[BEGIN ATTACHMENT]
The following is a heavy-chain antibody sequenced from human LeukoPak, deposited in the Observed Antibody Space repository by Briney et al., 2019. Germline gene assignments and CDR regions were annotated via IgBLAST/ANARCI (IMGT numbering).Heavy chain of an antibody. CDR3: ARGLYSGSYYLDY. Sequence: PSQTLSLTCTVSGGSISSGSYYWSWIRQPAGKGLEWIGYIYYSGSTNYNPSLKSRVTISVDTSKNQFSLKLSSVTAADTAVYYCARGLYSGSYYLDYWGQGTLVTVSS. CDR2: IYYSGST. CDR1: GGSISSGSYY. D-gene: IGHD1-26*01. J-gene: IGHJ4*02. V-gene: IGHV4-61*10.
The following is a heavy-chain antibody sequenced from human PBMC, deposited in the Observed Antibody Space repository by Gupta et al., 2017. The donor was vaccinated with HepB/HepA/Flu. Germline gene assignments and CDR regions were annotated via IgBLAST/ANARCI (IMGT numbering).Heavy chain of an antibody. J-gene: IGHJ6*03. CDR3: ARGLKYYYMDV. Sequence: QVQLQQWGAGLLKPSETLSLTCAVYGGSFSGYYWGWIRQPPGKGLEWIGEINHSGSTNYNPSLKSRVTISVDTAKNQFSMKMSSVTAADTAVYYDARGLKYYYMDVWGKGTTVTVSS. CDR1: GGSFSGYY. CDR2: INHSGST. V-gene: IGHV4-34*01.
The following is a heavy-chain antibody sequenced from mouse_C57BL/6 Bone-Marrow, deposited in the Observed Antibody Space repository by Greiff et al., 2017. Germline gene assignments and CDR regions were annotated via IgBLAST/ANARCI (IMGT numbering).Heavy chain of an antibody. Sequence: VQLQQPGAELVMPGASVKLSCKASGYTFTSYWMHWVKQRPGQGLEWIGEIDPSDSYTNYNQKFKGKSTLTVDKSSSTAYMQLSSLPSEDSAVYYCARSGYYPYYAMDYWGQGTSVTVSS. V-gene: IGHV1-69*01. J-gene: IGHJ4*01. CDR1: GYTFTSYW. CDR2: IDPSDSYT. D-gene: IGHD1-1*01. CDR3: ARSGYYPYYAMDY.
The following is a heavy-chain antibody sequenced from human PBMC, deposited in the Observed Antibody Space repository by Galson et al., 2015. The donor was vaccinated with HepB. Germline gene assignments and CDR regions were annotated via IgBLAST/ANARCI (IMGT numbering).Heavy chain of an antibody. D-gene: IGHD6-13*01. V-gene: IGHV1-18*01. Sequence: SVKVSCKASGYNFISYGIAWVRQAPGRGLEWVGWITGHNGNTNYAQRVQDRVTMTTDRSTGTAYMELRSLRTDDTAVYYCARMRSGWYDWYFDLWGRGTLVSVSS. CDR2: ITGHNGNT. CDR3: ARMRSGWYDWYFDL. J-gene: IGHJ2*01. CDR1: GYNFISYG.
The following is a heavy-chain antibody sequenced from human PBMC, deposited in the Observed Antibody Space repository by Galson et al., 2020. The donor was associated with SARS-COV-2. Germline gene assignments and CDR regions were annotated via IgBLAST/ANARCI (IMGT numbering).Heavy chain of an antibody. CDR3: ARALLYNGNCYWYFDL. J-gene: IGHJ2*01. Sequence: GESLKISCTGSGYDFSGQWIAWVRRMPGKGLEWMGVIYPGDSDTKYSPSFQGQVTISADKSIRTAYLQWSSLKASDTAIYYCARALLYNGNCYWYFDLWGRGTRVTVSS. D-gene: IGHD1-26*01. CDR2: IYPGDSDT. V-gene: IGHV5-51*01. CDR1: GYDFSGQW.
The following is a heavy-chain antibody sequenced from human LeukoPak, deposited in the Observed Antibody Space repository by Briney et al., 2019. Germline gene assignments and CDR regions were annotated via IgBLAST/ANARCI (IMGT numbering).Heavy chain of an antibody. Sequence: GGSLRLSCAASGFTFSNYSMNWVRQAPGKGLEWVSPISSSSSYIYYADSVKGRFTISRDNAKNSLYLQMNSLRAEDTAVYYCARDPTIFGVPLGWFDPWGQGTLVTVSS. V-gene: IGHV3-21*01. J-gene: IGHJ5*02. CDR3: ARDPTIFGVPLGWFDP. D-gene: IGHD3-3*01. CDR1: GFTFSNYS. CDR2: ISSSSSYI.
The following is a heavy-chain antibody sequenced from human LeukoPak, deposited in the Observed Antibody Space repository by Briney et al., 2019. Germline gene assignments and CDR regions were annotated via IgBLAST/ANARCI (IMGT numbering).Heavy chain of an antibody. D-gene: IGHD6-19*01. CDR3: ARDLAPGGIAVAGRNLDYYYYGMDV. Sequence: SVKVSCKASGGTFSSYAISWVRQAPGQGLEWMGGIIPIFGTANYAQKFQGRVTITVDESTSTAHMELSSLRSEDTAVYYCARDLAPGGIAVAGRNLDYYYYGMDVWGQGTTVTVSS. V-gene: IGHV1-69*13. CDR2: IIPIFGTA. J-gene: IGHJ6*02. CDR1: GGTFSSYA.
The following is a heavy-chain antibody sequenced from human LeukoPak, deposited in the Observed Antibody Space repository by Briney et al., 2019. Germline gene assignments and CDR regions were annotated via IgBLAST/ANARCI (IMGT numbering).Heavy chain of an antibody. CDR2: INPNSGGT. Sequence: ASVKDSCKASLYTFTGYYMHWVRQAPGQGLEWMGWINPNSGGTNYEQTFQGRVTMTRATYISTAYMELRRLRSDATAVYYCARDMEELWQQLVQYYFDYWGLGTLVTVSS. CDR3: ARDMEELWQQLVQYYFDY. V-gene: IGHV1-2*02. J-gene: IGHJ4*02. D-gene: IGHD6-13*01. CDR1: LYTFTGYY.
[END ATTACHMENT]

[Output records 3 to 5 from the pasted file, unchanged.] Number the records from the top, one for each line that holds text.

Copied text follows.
The following is a heavy-chain antibody sequenced from mouse_C57BL/6 Bone-Marrow, deposited in the Observed Antibody Space repository by Greiff et al., 2017. Germline gene assignments and CDR regions were annotated via IgBLAST/ANARCI (IMGT numbering).Heavy chain of an antibody. Sequence: VQLQQPGAELVMPGASVKLSCKASGYTFTSYWMHWVKQRPGQGLEWIGEIDPSDSYTNYNQKFKGKSTLTVDKSSSTAYMQLSSLPSEDSAVYYCARSGYYPYYAMDYWGQGTSVTVSS. V-gene: IGHV1-69*01. J-gene: IGHJ4*01. CDR1: GYTFTSYW. CDR2: IDPSDSYT. D-gene: IGHD1-1*01. CDR3: ARSGYYPYYAMDY.
The following is a heavy-chain antibody sequenced from human PBMC, deposited in the Observed Antibody Space repository by Galson et al., 2015. The donor was vaccinated with HepB. Germline gene assignments and CDR regions were annotated via IgBLAST/ANARCI (IMGT numbering).Heavy chain of an antibody. D-gene: IGHD6-13*01. V-gene: IGHV1-18*01. Sequence: SVKVSCKASGYNFISYGIAWVRQAPGRGLEWVGWITGHNGNTNYAQRVQDRVTMTTDRSTGTAYMELRSLRTDDTAVYYCARMRSGWYDWYFDLWGRGTLVSVSS. CDR2: ITGHNGNT. CDR3: ARMRSGWYDWYFDL. J-gene: IGHJ2*01. CDR1: GYNFISYG.
The following is a heavy-chain antibody sequenced from human PBMC, deposited in the Observed Antibody Space repository by Galson et al., 2020. The donor was associated with SARS-COV-2. Germline gene assignments and CDR regions were annotated via IgBLAST/ANARCI (IMGT numbering).Heavy chain of an antibody. CDR3: ARALLYNGNCYWYFDL. J-gene: IGHJ2*01. Sequence: GESLKISCTGSGYDFSGQWIAWVRRMPGKGLEWMGVIYPGDSDTKYSPSFQGQVTISADKSIRTAYLQWSSLKASDTAIYYCARALLYNGNCYWYFDLWGRGTRVTVSS. D-gene: IGHD1-26*01. CDR2: IYPGDSDT. V-gene: IGHV5-51*01. CDR1: GYDFSGQW.